Mar cobalt (SmCo) magnets use SmCo5 (1:5 series) or Sm2 […]
Mar cobalt (SmCo) magnets use SmCo5 (1:5 series) or Sm2Co17 (2:17 series) as the main phase, but the 2:17 series contains trace elements in addition to sa and cobalt, such as iron, copper, and zirconium due to SmCo Magnets High coercivity (anti-demagnetization), good corrosion resistance and excellent thermal stability, so they are mainly used for high-temperature applications. SmCo magnets account for less than 2% of the permanent magnet market because they have since 1985, Neodymium iron boron (NdFeB) magnets have been basically replaced. However, due to new applications in consumer electronics, automotive and medical technology, aerospace and military equipment, the global SmCo magnet market is growing.
The recycling of SmCo magnets can reduce the supply risk of sa and cobalt, reduce material recycling (circular economy), and reduce environmental problems related to primary mining and ore processing. 3 The easiest way to recycle SmCo permanent magnets is to recycle it directly. 5 It is only possible to convert the magnets into new ones when a waste stream with a fairly constant chemical composition is available and the magnets are not broken and oxidized on the surface. Alloy powder. 5 The more common method is indirect recovery, in which the metal is separated and recovered by hydrometallurgy. Oxidative dissolution is required to chemically recover metals in elemental state. This is usually achieved by dissolving the metal in a solution of strong mineral acids such as hydrochloric acid, sulfuric acid or nitric acid. 6-8 The disadvantage of this hydrometallurgical method is that it generates hydrogen and consumes a lot of acid. Other types of oxidants used for metal dissolution are solutions of chlorine, bromine or iodine in organic solvents. For example, a solution of chlorine in N,N-dimethylformamide has been used to chlorinate metal metallic and zirconium. 9,10 However, halogens and organic solvents are both volatile and harmful. Moreover, halogens can attack organic solvents and form undesirable decomposition products.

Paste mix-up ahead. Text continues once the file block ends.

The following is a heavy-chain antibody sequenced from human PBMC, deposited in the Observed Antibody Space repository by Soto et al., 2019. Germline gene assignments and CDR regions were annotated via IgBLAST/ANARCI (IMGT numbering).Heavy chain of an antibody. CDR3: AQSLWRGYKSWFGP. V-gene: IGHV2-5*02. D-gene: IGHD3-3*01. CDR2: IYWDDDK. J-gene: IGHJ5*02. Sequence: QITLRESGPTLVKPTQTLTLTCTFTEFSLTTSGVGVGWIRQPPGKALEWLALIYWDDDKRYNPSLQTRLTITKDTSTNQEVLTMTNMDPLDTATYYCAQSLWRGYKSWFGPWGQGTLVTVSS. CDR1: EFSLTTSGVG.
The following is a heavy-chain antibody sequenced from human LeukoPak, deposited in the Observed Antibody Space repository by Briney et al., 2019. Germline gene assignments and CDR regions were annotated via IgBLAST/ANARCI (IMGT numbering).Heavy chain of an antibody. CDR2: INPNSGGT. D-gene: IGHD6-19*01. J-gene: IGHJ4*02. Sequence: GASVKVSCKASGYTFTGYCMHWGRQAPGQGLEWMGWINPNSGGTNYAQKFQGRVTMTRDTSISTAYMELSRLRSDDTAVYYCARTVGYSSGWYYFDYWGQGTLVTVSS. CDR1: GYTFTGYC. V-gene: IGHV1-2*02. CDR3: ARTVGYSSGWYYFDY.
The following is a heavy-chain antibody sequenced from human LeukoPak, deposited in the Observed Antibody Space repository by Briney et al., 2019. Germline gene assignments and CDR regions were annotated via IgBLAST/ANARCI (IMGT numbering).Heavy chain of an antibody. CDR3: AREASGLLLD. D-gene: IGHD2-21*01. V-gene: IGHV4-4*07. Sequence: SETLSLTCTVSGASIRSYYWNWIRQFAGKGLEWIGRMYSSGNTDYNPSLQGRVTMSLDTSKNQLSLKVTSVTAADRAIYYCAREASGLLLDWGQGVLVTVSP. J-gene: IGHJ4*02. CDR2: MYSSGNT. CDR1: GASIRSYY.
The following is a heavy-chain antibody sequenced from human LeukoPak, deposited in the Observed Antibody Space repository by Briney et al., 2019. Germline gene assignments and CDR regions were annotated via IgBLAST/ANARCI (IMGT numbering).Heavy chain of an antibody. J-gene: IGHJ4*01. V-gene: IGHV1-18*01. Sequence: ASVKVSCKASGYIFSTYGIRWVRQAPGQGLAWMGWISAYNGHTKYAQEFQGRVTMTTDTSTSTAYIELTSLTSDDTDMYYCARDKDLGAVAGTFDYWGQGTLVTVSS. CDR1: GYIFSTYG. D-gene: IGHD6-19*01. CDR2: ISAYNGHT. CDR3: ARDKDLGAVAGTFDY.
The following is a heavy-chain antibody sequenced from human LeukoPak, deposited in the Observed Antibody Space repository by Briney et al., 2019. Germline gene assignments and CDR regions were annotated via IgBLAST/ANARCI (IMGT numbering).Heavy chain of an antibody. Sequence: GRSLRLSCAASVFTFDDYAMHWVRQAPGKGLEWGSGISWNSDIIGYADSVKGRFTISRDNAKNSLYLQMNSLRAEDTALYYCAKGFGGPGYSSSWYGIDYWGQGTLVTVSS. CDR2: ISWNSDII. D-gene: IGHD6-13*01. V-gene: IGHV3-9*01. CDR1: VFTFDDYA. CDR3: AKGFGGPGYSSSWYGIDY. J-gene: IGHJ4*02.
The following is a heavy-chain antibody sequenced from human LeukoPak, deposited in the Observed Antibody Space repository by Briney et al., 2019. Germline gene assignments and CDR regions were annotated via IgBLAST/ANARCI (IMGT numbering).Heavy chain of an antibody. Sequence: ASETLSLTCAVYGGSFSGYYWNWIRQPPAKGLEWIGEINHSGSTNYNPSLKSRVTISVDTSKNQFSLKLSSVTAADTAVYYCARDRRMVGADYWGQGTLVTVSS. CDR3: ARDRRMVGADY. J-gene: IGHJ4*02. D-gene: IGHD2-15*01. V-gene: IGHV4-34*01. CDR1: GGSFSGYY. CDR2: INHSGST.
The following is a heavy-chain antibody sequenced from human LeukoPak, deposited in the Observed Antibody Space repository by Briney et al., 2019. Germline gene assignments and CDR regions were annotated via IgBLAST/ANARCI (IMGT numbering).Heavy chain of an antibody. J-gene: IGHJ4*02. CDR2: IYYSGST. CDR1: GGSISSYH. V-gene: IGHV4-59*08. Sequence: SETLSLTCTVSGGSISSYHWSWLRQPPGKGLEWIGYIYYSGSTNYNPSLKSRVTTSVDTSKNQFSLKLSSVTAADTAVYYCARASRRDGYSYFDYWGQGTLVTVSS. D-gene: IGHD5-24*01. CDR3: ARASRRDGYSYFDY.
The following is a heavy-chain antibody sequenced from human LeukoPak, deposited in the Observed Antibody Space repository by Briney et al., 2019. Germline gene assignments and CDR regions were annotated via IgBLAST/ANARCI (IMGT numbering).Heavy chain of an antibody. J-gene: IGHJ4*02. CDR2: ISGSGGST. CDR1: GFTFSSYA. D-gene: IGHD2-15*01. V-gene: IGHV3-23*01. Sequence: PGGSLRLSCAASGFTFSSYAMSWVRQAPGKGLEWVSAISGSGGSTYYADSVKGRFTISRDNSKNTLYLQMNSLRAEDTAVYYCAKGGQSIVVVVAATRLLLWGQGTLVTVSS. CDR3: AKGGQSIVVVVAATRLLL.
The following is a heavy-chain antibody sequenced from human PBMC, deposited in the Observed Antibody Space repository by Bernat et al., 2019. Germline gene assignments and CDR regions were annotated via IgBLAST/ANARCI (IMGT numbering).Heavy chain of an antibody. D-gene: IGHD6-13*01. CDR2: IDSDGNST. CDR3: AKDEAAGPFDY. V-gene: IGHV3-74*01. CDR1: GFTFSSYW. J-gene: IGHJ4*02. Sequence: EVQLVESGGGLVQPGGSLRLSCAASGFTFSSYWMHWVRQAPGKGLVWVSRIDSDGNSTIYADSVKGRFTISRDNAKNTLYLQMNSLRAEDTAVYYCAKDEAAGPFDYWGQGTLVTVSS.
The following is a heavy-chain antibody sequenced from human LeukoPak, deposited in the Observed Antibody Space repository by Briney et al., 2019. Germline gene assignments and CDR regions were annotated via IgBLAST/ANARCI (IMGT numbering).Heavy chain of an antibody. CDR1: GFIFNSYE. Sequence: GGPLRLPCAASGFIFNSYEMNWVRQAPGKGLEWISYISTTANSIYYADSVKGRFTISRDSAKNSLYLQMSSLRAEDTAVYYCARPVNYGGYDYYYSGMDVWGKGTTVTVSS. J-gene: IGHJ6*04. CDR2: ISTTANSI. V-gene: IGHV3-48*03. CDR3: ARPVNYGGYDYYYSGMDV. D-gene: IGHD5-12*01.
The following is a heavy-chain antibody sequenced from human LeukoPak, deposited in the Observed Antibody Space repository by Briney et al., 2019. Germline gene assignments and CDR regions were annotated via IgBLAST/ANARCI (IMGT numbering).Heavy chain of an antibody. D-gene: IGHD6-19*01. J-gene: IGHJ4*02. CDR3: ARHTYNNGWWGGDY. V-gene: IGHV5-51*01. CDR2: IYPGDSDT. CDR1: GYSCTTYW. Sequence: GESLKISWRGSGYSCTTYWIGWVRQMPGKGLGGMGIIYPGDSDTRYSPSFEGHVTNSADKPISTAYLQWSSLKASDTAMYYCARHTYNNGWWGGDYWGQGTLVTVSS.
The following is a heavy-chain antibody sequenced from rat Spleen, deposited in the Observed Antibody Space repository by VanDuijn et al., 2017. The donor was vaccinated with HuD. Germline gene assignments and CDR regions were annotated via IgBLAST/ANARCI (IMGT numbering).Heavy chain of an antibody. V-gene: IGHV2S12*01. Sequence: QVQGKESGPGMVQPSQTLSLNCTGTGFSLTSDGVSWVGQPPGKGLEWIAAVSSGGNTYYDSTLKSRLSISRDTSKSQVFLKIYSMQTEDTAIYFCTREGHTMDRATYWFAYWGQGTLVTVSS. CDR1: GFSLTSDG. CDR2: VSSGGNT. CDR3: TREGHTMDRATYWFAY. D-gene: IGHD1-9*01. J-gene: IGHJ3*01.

Ionic liquids (IL) composed entirely of ions are usually regarded as environmentally friendly solvents because of their negligible vapor pressure. They are used in the fields of synthesis, separation, catalysis and electrochemistry. IL also shows the potential to safely store halogens by forming trihalide or polyhalide anions (for example [Cl3]-, [Br3]-, [I3]- or [ClBr2]-). In recent years, trichloride ILs have been synthesized and used to dissolve various metals and alloys under mild conditions. In the traditional process, the use of trichloride ILs for the oxidative dissolution of metals is more environmentally friendly than the direct use of chlorine, because the ratio of the oxidant trichloride anion to the metal ion can be effectively consumed through quantitative control. In conventional methods, a large excess of chlorine is usually purged into the reactor to effectively chlorinate the metal.
The IL is selected according to the hydrophobicity of [P666,14] Cl, which makes it possible to use an aqueous solution for post-release treatment. The dissolution efficiency is studied by changing the volume fraction of [P666,14] [Cl3] in [P666,14] Cl (the latter as an additional source of coordinated chloride ions), the solid-liquid ratio and the temperature. The stripping of metals from the supported ionic liquid with different aqueous solutions was studied, and then the reusability of the ionic liquid was studied. Finally, a conceptual process flow diagram was proposed, in which iron, copper, cobalt and sa were separated in different streams.